1 Regulatory Framework

1.1 What legislation governs the establishment and operation of Alternative Investment Funds?

The Mutual Funds Act (As Revised) (the "MF Act") provides for the regulation of open-ended investment funds and mutual fund administrators. Responsibility for regulation under the MF Act rests with the Cayman Islands Monetary Authority ("CIMA").

The Private Funds Act (As Revised) (the "PF Act") provides for the regulation of closed-ended investment funds. Responsibility for regulation under the PF Act rests with CIMA.

In addition, the Retail Mutual Funds (Japan) Regulations (As Revised) (the "Japan Regulations") provide a regulatory regime for retail mutual funds that are marketed to the public in Japan

CIMA has also published rules and guidance regarding certain operational requirements for CIMA registered mutual funds and private funds, including in respect of the valuation of assets, safekeeping of fund assets, cash monitoring and identification of securities.

Although not Cayman Islands law, the broad scope and extra-territorial effect of the EU Directive on Alternative Investment Fund Managers ("AIFMD") will capture most types of Cayman Alternative Investment Funds, regardless of whether they are open-ended or closed-ended and regardless of their legal structure and investment strategy, with very few exceptions, to the extent that they are being marketed or managed in Europe (as such terms are defined for the purposes of the AIFMD). Legislation for AIFMD consistent regimes for Cayman Islands funds and their managers was introduced in 2019, which enable Cayman Islands AIFs and AIFMs to "opt in" to take full advantage of the AIFMD if and when the AIFMD passport is extended to the Cayman Islands. The legislation also contemplates a CIMA notification regime for CIMA licensed managers and any fund managed by a manager registered in an EU Member State or being marketed to investors in an EU Member State.

1.2 Are managers or advisers to Alternative Investment Funds required to be licensed, authorised or regulated by a regulatory body?

Generally, there is no local restriction on or regulation of a manager or adviser from another jurisdiction managing an Alternative Investment Fund established as a Cayman Islands vehicle. However, a manager or adviser which is itself established or, in the case of a foreign company, registered in the Cayman Islands and which conducts "securities investment business" ("SIB"), whether or not that securities investment business is carried on in the Cayman Islands, will fall within the scope of the Securities Investment Business Act (As Revised) ("SIBA").

SIB is defined as being engaged in the course of business in any one or more of the activities set out in Schedule 2 to SIBA. Those activities include managing securities belonging to another person on a discretionary basis and advising in relation to securities, but only if the advice is given to someone in their capacity as investor or potential investor or in their capacity as agent for an investor or a potential investor and the advice is on the merits of that person (whether acting as principal or agent) buying, selling, subscribing for or underwriting a particular security or exercising any right conferred by a security to buy, sell, subscribe for or underwrite a security. "Securities" are defined to include most forms of shares and stock, debt instruments, options, futures, contracts for differences, and derivatives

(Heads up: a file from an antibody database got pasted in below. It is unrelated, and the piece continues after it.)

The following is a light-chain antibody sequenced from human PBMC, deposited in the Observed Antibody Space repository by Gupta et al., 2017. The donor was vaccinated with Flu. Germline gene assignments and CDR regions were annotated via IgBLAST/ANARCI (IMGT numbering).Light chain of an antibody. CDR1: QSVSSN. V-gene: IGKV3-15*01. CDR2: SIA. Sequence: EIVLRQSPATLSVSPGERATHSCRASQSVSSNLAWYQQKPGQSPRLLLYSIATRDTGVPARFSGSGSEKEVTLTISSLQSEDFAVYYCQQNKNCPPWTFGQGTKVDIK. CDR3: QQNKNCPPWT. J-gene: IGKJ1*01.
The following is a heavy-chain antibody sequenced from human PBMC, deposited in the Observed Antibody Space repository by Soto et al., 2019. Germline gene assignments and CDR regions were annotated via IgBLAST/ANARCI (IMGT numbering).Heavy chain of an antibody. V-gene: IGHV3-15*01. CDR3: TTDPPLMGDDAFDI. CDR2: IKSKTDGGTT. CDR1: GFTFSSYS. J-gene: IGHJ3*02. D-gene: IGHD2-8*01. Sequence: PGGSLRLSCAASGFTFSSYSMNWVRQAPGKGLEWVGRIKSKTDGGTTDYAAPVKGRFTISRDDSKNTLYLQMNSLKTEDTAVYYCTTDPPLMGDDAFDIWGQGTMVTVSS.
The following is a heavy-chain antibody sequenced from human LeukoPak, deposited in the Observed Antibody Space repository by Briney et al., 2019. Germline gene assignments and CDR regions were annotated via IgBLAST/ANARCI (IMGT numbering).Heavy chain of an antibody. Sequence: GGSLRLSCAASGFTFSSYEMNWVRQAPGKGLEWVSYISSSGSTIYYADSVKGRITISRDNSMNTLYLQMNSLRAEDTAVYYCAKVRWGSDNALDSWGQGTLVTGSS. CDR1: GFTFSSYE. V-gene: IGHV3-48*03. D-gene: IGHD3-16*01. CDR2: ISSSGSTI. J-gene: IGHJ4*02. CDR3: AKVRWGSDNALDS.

Schedule 3 to SIBA specifically excludes certain activities from the definition of SIB, although those exclusions are unlikely to apply to a person conducting discretionary investment management or investment advisory activities.

Any person within the scope of SIBA conducting SIB must be licensed by CIMA, unless that person is registered as a "Registered Person" under SIBA. A licence may be restricted (meaning that SIB may only be transacted with particular clients) or unrestricted. A licence may also be issued subject to conditions or may be unconditional.

A person carrying on SIB may be exempt from the requirement to obtain a licence but will still be required to be registered as a "Registered Person" under SIBA. In the case of Registered Persons, which is likely to apply to fund managers or advisers, they are required to register with CIMA by filing a declaration and paying a fee of CI$5,000 (approximately US$6,097.56), prior to carrying on SIB and annually thereafter, confirming that they are entitled to rely on the relevant exemption.

A "Registered Person" includes:

  1. a company carrying on SIB exclusively for one or more companies within the same group;
  2. a person carrying on SIB exclusively for one or more of the following classes of person:
    1. a sophisticated person (i.e., a person regulated by CIMA or a recognised overseas regulatory authority or whose securities are listed on a recognised securities exchange or who by virtue of knowledge and experience in financial and business matters is reasonably to be regarded as capable of evaluating the merits of a proposed transaction and participates in a transaction with a value or in amounts of at least US$100,000 in each single transaction);
    2. a high-net-worth person (i.e. an individual whose net worth is at least US$1 million or any person that has any assets of not less than US$5 million); or
    3. a company, partnership or trust of which the shareholders, limited partners or unitholders are all sophisticated persons or high-net-worth persons, provided always that such person has a registered office or a place of business in the Cayman Islands provided by a licensed corporate services provider (such as, for example, Maples Corporate Services Limited); and